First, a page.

Josh Wolk's Pop Culture Club talks 'Orphan': Ludicrous, disgusting, entertaining, or all three? | EW.com

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Josh Wolk's Pop Culture Club talks 'Orphan': Ludicrous, disgusting, entertaining, or all three?

the-Orphan_l

the-Orphan_lWelcome back to the Pop Culture Club, where every Thursday we get a movie, TV, or DVD assignment, and then meet back here the following week to discuss it. Last week I assigned the bad-seed thriller Orphan; at that point I hadn’t read any advance reviews, and little did I know that this movie is why the term “bats–t” was invented.

Before we go any further, let me say that this post will have SPOILERS APLENTY: If you haven’t seen the movie yet, back away slowly. Because really, there’s no point in seeing this movie at all unless you’re freshly stunned by the craziness as it comes at you.

Okay, are the spoilerphobes gone? Then let me take a deep breath and say WHAT THE F—? Sorry – that’s two dashed-out profanities in as many paragraphs, but how do you describe this movie without tossing four-letter-words around like confetti? This is the kind of movie that defies politeness, as your jaw can only sink lower and lower as it goes on. Here is a short, time-lapse reenactment of what was going through my increasingly flabbergasted mind as the movie progressed:

Wow, this miscarriage scene is going on a bit long. And now we’ve gotta see the bloody baby, too? All right, I’ll chalk it up to their trying to start the movie with a bang.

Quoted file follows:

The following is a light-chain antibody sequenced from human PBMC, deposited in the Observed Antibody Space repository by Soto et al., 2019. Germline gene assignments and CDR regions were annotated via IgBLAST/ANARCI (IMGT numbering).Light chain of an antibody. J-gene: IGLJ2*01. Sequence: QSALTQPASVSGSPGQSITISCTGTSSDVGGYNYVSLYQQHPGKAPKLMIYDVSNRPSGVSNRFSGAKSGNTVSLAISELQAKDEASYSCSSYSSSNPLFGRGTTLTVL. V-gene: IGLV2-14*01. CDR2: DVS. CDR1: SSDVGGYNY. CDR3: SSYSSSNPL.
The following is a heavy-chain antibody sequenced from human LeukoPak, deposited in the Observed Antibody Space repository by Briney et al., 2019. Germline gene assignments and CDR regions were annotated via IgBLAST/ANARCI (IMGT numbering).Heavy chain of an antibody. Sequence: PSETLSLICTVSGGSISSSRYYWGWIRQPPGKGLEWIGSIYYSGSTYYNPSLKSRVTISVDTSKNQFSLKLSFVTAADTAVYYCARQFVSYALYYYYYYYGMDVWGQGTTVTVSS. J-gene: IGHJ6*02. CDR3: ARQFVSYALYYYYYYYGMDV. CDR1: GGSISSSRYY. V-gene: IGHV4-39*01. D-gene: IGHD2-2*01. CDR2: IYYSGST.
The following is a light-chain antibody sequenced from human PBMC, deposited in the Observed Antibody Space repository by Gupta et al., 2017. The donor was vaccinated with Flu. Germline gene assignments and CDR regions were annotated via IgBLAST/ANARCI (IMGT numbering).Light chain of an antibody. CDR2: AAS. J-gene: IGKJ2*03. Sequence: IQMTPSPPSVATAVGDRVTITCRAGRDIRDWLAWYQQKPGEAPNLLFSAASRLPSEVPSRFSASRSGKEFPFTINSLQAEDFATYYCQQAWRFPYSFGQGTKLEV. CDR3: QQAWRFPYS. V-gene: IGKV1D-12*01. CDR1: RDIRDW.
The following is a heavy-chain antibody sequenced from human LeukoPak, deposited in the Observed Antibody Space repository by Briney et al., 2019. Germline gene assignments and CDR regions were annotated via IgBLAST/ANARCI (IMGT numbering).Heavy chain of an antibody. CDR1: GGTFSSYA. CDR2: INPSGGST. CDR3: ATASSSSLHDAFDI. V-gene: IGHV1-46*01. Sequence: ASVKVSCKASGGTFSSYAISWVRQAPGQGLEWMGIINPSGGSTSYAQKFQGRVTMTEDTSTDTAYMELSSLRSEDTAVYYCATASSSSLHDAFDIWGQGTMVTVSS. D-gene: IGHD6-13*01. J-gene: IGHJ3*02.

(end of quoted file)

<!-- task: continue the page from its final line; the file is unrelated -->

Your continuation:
Wait a minute, why is Vera Farmiga’s character Kate regularly taking brown pills the size of rat turds? Okay, that’s a bit odd, but when in Connecticut…

Esther just cut short Kate’s birds-and-the-bees lecture with a curt, “I know: they f—.” Not to be a prude, but isn’t the actress who plays Esther, Isabelle Fuhrman, only 12?

Hey, now she’s pointing a gun at her tiny deaf sister? That just doesn’t seem…

HOLY CRAP, NOW SHE’S BEATING A NUN TO DEATH AND SHE AND THE LITTLE MOPPET ARE DRAGGING HER BLOODY BODY OFF THE ROAD!

Oh dear: “If I find out that you’re lying, I’ll cut your hairless [let’s say, “weenie”] off before you even know what it’s for.” Again: 12 years old. Well, can’t get worse than that, right?

Hold on, what’s she doing?…Why so much makeup? Esther’s looking a little tarty…and she’s sitting a bit close to her dad…and, wait, what’s she doing with his hair? Oh my God…

I need some bleach and an eyedropper, stat.

By the time deaf tyke was aiming a gun like the preschool version of Reginald VelJohnson at the end of Die Hard, I had lost the ability to be disturbed.